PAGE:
Related forms

Synonym study

3. See remark.

Dictionary.com Unabridged Based on the Random House Unabridged Dictionary, © Random House, Inc. 2019

Examples from the Web for noted


British Dictionary definitions for noted

noted

adjective

distinguished; celebrated; famous
of special note or significance; noticeablea noted increase in the crime rate
Derived Formsnotedly, adverb

note

noun

a brief summary or record in writing, esp a jotting for future reference
a brief letter, usually of an informal nature
a formal written communication, esp from one government to another
a short written statement giving any kind of information
a critical comment, explanatory statement, or reference in the text of a book, often preceded by a number
short for banknote
a characteristic element or atmospherea note of sarcasm
a distinctive vocal sound, as of a species of bird or animalthe note of the nightingale
any of a series of graphic signs representing a musical sound whose pitch is indicated by position on the stave and whose duration is indicated by the sign's shape
Also called (esp US and Canadian): tone a musical sound of definite fundamental frequency or pitch
a key on a piano, organ, etc
a sound, as from a musical instrument, used as a signal or warningthe note to retreat was sounded
short for promissory note
archaic, or poetic a tune or melody
of note
  1. distinguished or famousan athlete of note
  2. worth noticing or paying attention to; importantnothing of note
strike the right note to behave appropriately
strike a false note to behave inappropriately
take note (often foll by of) to observe carefully; pay close attention (to)

verb (tr; may take a clause as object)

to notice; perceivehe noted that there was a man in the shadows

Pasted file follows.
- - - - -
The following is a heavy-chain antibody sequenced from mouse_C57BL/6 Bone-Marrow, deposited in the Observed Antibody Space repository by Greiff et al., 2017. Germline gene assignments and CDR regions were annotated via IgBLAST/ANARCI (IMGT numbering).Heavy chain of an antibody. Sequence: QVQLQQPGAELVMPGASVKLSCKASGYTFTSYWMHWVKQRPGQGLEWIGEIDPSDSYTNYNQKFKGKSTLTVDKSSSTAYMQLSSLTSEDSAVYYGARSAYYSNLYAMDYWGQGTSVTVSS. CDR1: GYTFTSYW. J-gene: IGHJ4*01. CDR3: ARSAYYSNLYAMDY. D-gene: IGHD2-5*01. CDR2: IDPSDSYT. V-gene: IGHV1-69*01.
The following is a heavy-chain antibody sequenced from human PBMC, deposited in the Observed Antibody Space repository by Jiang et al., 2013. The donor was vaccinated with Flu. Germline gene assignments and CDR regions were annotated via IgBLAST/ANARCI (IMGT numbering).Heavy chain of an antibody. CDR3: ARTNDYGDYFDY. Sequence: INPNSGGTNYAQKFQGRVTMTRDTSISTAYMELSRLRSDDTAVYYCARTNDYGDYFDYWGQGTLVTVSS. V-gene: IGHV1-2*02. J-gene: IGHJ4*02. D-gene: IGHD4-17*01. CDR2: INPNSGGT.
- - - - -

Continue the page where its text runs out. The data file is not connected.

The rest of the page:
to pay close attention to; observethey noted every movement
to make a written note or memorandum ofshe noted the date in her diary
to make particular mention of; remark uponI note that you do not wear shoes
to write down (music, a melody, etc) in notes
to take (an unpaid or dishonoured bill of exchange) to a notary public to re-present the bill and if it is still unaccepted or unpaid to note the circumstances in a registerSee protest (def. 12)
a less common word for annotate
See also notes

Derived Formsnoteless, adjective

Word Origin for note

C13: via Old French from Latin nota sign, indication

Collins English Dictionary - Complete & Unabridged 2012 Digital Edition © William Collins Sons & Co. Ltd. 1979, 1986 © HarperCollins Publishers 1998, 2000, 2003, 2005, 2006, 2007, 2009, 2012

Word Origin and History for noted
Online Etymology Dictionary, © 2010 Douglas Harper

Idioms and Phrases with noted

note

see bread and butter letter (note); compare notes; make a note of; of note; strike the right note; take note; take notes.

The American Heritage® Idioms Dictionary Copyright © 2002, 2001, 1995 by Houghton Mifflin Harcourt Publishing Company. Published by Houghton Mifflin Harcourt Publishing Company.